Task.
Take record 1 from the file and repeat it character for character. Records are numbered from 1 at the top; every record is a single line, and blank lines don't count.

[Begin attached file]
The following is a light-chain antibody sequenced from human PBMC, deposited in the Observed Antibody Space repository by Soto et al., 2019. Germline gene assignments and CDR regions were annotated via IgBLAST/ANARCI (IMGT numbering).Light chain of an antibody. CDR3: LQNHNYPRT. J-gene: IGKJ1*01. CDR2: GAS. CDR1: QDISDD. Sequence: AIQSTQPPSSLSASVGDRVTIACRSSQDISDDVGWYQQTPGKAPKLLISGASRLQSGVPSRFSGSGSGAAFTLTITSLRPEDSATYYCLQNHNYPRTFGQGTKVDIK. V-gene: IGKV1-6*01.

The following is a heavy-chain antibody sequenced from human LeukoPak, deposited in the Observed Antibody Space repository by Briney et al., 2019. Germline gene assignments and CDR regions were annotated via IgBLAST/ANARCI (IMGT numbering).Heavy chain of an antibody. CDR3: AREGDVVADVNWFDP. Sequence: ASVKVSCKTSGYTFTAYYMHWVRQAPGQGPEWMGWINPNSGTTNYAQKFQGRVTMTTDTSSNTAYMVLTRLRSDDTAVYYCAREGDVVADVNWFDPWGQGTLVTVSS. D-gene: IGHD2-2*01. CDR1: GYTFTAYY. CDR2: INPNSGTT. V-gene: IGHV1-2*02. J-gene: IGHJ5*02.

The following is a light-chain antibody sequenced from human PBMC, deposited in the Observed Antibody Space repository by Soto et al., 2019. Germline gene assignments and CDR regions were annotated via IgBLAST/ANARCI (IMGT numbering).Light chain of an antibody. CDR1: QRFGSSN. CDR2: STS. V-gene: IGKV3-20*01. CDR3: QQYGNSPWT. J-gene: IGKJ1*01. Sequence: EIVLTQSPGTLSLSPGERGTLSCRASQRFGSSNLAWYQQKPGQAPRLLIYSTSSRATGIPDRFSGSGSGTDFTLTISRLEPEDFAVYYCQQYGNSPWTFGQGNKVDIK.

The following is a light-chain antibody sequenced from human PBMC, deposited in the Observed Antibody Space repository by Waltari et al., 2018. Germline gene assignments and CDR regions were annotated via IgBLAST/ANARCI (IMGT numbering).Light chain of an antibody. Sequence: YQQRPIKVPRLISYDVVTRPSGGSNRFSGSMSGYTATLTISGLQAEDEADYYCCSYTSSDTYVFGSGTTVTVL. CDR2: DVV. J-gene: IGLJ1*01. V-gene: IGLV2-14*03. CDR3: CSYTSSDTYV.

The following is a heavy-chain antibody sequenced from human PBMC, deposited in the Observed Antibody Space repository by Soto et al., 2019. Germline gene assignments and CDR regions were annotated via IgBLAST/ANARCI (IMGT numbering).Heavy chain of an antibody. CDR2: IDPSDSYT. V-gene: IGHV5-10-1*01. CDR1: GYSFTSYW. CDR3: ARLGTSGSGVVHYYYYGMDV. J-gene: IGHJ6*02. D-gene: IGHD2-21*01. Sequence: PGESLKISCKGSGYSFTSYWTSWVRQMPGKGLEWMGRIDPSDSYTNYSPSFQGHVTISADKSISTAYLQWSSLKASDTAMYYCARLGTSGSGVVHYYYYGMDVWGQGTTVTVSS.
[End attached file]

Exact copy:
The following is a light-chain antibody sequenced from human PBMC, deposited in the Observed Antibody Space repository by Soto et al., 2019. Germline gene assignments and CDR regions were annotated via IgBLAST/ANARCI (IMGT numbering).Light chain of an antibody. CDR3: LQNHNYPRT. J-gene: IGKJ1*01. CDR2: GAS. CDR1: QDISDD. Sequence: AIQSTQPPSSLSASVGDRVTIACRSSQDISDDVGWYQQTPGKAPKLLISGASRLQSGVPSRFSGSGSGAAFTLTITSLRPEDSATYYCLQNHNYPRTFGQGTKVDIK. V-gene: IGKV1-6*01.